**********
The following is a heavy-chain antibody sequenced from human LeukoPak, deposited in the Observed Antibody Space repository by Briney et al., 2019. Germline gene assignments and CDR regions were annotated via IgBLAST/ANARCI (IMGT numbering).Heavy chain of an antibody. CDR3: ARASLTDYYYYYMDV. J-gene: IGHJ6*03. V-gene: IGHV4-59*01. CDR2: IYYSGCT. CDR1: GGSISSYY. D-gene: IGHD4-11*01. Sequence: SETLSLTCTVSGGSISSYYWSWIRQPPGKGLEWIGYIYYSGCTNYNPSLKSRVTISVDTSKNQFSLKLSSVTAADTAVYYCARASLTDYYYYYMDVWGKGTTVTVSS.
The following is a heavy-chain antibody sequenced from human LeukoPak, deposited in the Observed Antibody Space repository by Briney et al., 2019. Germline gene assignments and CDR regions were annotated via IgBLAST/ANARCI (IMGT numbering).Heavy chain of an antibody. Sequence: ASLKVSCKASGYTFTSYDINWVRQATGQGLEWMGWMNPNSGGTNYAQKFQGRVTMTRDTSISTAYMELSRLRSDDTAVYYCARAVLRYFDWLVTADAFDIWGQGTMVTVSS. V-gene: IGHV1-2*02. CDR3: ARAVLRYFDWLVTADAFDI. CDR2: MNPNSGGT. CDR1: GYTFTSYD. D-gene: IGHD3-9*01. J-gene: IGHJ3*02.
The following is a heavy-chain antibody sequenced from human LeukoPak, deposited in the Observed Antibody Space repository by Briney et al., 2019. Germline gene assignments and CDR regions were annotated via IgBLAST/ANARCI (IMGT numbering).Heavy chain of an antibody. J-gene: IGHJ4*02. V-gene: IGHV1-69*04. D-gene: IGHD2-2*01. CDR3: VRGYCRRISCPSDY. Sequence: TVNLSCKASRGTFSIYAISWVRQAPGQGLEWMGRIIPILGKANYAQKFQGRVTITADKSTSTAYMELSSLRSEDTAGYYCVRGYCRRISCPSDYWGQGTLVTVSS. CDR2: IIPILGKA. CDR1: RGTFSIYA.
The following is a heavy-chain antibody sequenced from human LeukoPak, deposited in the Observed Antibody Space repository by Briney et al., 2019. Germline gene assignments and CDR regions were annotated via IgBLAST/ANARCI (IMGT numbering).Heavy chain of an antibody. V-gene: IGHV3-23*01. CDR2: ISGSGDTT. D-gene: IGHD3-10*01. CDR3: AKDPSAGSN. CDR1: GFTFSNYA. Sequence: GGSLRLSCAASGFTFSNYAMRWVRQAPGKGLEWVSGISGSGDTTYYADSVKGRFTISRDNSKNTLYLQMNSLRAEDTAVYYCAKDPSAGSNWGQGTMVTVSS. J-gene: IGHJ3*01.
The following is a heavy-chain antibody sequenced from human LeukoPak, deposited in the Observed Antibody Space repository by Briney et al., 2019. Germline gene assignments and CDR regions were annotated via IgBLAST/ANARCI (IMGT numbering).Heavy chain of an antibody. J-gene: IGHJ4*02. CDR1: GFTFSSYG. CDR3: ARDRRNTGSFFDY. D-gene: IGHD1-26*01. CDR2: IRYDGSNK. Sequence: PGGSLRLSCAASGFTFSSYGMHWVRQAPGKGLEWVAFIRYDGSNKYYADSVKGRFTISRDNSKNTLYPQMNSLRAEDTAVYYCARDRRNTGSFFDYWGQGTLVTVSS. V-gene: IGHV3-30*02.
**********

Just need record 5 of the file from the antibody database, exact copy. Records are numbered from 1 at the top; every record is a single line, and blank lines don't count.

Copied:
The following is a heavy-chain antibody sequenced from human LeukoPak, deposited in the Observed Antibody Space repository by Briney et al., 2019. Germline gene assignments and CDR regions were annotated via IgBLAST/ANARCI (IMGT numbering).Heavy chain of an antibody. J-gene: IGHJ4*02. CDR1: GFTFSSYG. CDR3: ARDRRNTGSFFDY. D-gene: IGHD1-26*01. CDR2: IRYDGSNK. Sequence: PGGSLRLSCAASGFTFSSYGMHWVRQAPGKGLEWVAFIRYDGSNKYYADSVKGRFTISRDNSKNTLYPQMNSLRAEDTAVYYCARDRRNTGSFFDYWGQGTLVTVSS. V-gene: IGHV3-30*02.